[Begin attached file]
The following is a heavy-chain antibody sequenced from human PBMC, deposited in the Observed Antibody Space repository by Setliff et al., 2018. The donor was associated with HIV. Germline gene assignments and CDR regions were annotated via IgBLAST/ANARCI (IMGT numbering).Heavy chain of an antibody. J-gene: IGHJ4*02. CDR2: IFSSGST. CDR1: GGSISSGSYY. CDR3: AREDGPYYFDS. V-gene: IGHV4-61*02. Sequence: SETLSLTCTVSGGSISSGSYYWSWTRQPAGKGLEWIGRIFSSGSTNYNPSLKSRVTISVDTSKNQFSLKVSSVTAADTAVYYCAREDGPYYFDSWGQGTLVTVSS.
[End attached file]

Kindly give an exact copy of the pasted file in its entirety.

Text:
The following is a heavy-chain antibody sequenced from human PBMC, deposited in the Observed Antibody Space repository by Setliff et al., 2018. The donor was associated with HIV. Germline gene assignments and CDR regions were annotated via IgBLAST/ANARCI (IMGT numbering).Heavy chain of an antibody. J-gene: IGHJ4*02. CDR2: IFSSGST. CDR1: GGSISSGSYY. CDR3: AREDGPYYFDS. V-gene: IGHV4-61*02. Sequence: SETLSLTCTVSGGSISSGSYYWSWTRQPAGKGLEWIGRIFSSGSTNYNPSLKSRVTISVDTSKNQFSLKVSSVTAADTAVYYCAREDGPYYFDSWGQGTLVTVSS.